(prior page: Musicality)
When I say a bird song is noisy, I don’t just mean that it is loud. Instead I’m saying that the sound contains a very specific acoustic attribute called noise: aperiodic, essentially random sound that contains energy at many audible frequencies without discernible pattern. Noise makes up the sounds of waterfalls and television static. On a spectrogram, noise appears as a smudgy darkness that covers a wide vertical frequency band:
The call of the Steller’s Jay is made up primarily of noise, and that is why it sounds “harsh” or “rough.” It is unmusical because the sound energy covers so many frequencies that there is no way to ascribe a pitch to it. Therefore, I would describe this sound as basically toneless.
Extra credit: The call of the Steller’s Jay is made mostly of noise, but it is not made of white noise. That is, the sound energy is not evenly distributed across all frequencies. On the spectrogram you’ll notice that inside the call of the Steller’s Jay are some darker bands and some lighter bands; the darker parts are louder (more energy), the lighter parts softer (less energy). Some of the darker bands are slightly upslurred (that is, they rise from lower left to upper right), and you may be able to hear this as a vaguely upslurred voice inside the noise.
Here is a bird sound that has a little bit more voice and a little bit less noise:
Note the dark downslurred bands towards the beginning of the Red-tailed Hawk’s scream. They provide a more musical, tonal quality to the beginning of the scream, which thereafter becomes mostly noisy. However, the downslurred intonation of the scream is noticeable throughout, both by ear and on the spectrogram.
The drumming of a woodpecker is made entirely of noise: one extremely brief burst of noise for every beat of the bill against the tree. These bursts of noise show up as vertical lines on the spectrogram (truly vertical lines, unlike the California Quail calls we saw on the previous page). Note again that some frequencies are darker than others.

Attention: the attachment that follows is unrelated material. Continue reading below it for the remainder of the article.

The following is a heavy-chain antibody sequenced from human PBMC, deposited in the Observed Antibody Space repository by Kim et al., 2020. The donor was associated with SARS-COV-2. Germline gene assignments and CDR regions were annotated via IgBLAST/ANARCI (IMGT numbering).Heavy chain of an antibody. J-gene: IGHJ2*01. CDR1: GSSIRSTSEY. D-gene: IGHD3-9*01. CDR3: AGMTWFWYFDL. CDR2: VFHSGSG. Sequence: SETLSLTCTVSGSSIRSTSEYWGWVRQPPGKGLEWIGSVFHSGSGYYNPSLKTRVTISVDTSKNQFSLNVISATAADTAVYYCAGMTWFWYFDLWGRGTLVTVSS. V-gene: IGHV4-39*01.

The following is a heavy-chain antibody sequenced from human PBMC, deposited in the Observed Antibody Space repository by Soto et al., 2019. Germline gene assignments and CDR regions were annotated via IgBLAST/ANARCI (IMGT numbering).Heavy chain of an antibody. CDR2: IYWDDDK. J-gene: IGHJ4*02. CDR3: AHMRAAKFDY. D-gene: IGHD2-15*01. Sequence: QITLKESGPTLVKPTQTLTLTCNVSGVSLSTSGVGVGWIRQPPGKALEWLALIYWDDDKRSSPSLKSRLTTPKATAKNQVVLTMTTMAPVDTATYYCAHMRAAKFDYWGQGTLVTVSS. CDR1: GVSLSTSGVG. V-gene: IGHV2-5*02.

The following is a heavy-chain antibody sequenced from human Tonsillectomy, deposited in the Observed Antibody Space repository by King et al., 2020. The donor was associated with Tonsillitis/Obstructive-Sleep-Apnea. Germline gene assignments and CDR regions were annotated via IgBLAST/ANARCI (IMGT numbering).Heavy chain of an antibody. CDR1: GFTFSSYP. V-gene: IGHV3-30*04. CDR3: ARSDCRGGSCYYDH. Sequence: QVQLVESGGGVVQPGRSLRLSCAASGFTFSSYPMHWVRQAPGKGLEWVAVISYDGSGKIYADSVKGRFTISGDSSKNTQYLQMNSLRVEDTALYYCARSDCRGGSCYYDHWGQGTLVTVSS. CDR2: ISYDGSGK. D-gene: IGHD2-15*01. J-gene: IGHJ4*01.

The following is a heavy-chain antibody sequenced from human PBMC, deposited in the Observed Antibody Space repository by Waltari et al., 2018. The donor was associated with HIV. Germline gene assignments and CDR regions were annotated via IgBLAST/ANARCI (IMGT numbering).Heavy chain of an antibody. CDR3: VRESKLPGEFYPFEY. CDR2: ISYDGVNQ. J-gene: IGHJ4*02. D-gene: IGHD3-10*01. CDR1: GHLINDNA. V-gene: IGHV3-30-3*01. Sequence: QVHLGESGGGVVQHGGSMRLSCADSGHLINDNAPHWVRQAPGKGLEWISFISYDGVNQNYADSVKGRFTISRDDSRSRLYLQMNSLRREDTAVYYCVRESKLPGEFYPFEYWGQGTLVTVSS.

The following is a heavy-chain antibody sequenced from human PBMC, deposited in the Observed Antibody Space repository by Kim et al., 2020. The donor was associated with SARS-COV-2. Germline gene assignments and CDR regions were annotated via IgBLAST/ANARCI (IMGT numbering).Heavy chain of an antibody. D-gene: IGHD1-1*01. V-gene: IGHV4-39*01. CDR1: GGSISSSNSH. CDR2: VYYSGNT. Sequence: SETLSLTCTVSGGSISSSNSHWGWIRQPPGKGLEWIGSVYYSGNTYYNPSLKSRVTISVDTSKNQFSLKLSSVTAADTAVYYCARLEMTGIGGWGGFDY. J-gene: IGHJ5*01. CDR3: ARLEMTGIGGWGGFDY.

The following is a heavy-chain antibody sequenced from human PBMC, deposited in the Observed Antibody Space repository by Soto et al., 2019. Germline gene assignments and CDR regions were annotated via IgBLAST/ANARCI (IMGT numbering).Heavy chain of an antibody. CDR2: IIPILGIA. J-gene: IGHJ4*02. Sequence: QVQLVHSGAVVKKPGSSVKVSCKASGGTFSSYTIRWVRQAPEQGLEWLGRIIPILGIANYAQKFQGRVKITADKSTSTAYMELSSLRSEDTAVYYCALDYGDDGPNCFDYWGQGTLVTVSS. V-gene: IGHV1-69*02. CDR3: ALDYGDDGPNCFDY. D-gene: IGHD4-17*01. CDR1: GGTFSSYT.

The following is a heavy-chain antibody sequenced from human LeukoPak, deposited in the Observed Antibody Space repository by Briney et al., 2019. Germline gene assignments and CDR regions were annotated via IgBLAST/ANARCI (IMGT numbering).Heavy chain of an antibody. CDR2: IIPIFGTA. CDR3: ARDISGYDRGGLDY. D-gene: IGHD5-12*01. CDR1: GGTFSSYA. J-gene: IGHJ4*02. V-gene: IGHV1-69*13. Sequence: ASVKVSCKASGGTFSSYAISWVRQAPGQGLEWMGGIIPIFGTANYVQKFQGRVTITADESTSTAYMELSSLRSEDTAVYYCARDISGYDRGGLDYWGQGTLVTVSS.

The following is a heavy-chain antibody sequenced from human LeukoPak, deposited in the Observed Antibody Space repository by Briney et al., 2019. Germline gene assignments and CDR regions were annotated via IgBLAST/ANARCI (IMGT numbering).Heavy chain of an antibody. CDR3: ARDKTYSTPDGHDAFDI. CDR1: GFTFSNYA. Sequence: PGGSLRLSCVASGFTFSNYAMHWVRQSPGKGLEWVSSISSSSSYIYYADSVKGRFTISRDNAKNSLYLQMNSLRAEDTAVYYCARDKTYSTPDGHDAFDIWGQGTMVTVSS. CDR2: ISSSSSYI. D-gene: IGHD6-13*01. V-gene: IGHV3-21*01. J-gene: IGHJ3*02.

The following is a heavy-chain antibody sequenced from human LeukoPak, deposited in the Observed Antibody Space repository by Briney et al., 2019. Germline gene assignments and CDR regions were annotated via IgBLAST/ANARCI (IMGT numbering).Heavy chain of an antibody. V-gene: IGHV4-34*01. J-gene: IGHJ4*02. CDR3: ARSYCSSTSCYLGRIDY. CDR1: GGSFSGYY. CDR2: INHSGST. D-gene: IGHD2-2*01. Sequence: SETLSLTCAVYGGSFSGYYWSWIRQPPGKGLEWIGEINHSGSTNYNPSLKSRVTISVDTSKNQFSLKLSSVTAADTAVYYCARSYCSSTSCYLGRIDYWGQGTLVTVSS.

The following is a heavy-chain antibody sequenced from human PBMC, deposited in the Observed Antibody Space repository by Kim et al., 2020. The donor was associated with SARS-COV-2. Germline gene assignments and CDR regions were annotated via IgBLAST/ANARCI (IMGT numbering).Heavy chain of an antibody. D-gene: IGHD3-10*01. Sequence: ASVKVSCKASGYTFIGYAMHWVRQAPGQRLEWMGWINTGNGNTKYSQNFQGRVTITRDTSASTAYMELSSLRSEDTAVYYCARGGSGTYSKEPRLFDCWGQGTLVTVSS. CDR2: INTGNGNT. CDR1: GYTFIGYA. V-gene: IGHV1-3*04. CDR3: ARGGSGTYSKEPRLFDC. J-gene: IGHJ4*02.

It should already be clear that noise is not an all-or-nothing quality, but for good measure, let’s look at a bird whose song starts out clear (that is, free of noise) and ends up noisy:
Notice the gradual transition from clear notes to noisy notes in the song of the Guianan Warbling-Antbird (Hypocnemis cantator). The middle notes have significant noise content, but also a significant tonal whistled component. This gives them a “scratchy,” “hoarse,” or “screechy” quality.
Extra credit: The Warbling-Antbird isn’t the only thing making noise on the recording! Note these three other sources of noise:
- The faint band of constant noise in the background between 6 and 7 kHz is the noise of insects such as crickets and cicadas, a very common sound in the tropical rainforest, where this recording was made.
- The dark band of noise running along the very bottom of the spectrogram is low-frequency background rumbling that could be caused by distant trucks, waterfalls, thunder, ocean waves, or any number of other sources. The lower-pitched a sound, the farther it carries, and sounds below the pitch of human hearing carry for dozens or even hundreds of miles; that is why it is very difficult to get away from background rumbling anywhere on the planet. (But that’s also how elephants and cassowaries communicate with each other long-distance.)
- The faint “smearing” of noise just to the right of each note of the antbird’s song is echo. This bird was singing in a dense forest, so each of its notes bounced off many tree trunks and branches at many distances, creating this characteristic “smear” on the spectrogram. It’s difficult to get a recording free of echo unless you are recording an unobstructed bird silhouetted against clear sky at close range.
If you go back and look again at the spectrograms from earlier pages, you’ll notice other examples of background noise and echo. Remember: every sound you hear is going to show up on the spectrogram somewhere!
(next page: Trills and Beats)